CIRCLE (The Center for Information and Research on Civic Learning and Engagement)
conducts research on the civic and political engagement of young Americans.
The Center for Information & Research on Civic Learning and Engagement

October 2018 E-Update

October 17th, 2018
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New: Exclusive CIRCLE Poll of Youth, Ages 18-24, about the 2018 Midterms

Throughout this month we are releasing data and analysis from a brand new poll of young people and their political engagement ahead of the 2018 midterm elections. The poll looks at whether youth intend to vote next month—and for whom—but also tackles broader questions of civic engagement, generational efficacy, attention to political news, and more.

We have published three analyses so far, with more to follow in the coming days. Here are some initial findings from each post:

Youth Engagement in the 2018 Elections

  • 34% of young people are “extremely likely” to vote, an unusually high rate for midterms that comes close to the level of interest in presidential election cycles.
  • Youth prefer Democrats over Republicans, 45% to 26%. Black and Latino youth support Democrats more, and young white men slightly favor Republicans.
  • Family is the #1 way young people are learning about the election, and youth who are more likely to say they’ll vote also heard about the election from family the most.

Ahead of 2018 Midterms, A New Generation Finds its Political Voice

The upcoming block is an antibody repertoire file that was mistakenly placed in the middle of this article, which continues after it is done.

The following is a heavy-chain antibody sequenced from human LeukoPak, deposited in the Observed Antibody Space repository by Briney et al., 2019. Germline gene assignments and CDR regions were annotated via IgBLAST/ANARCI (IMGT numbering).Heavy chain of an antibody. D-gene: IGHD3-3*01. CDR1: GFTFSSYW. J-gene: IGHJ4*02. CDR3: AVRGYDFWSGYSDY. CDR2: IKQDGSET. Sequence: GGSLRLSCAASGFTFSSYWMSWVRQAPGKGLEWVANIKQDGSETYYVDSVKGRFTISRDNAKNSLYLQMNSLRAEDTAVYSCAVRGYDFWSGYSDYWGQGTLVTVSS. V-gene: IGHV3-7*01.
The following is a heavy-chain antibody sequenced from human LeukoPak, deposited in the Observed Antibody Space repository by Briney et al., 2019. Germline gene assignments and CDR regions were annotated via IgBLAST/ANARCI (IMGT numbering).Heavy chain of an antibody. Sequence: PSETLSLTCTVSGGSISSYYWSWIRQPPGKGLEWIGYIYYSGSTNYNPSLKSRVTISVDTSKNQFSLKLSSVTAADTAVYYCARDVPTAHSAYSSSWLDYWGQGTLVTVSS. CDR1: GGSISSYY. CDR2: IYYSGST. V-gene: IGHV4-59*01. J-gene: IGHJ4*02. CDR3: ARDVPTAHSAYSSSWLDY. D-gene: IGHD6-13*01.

• 81% of young people believe that, as a group, they have the power to change things in the country.
  • 61% of youth notice an increase in young people talking about social and political issues in their communities.
  • Half of young women say they consider themselves part of a group that will vote to express its views, compared to 43% of young men.

So Much for Slacktivism, As Youth Translate Online Engagement to Offline Political Action

  • More young people are engaging in activism now than in 2016, and the percentage of youth who say they have attended a protest has tripled: 5% to 15%.
  • Online activism is connected to offline activism: youth who have signed a petition or followed a candidate online, are more than three times as likely to march, sit in, etc.
  • Youth are connecting activism and voting, with half of those who engage in offline activism saying they’re “extremely likely” to vote, vs. 30% who have not.

Check our website soon for more data from our poll, including analyses of youth media consumption and young people’s relationship to political parties. And explore all of our work related to the upcoming midterms in our 2018 Election Center.

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Media literacy is critical to participating in elections, and can be taught through youth media creation. 22×20 is releasing a series of lesson plans to do just this – the first is How Do You Meme? Memes for Mobilization. Check it out and share with teachers in your life!

22×20 is a network of media, cultural, and educational partners amplifying and diversifying teen voice, political expression, and media creation in the lead-up to the 2020 election and beyond. The network is co-led by CIRCLE and The LAMP.

Expanding the Electorate: Recommendations for Youth and Election Administrators

We recently published the final report of a project conducted jointly with Opportunity Youth United which aims to engage low-income young people and local election administrators in making elections more accessible to underserved youth.

The report offers ten recommendations or facilitating diverse young voters’ participation in elections.

Read more

CIRCLE in the News

– TIME: 18 in ’18: How First-Time Voters Could Affect the Midterms

– Washington Post: Taylor Swift and Rihanna told young people to register. They’re doing it, but are they going to actually vote?

-Roll Call: The Kids Are Alright — And They’re Voting in the Midterms, Study Finds

© 2010 CIRCLE (The Center for Information & Research on Civic Learning and Engagement)

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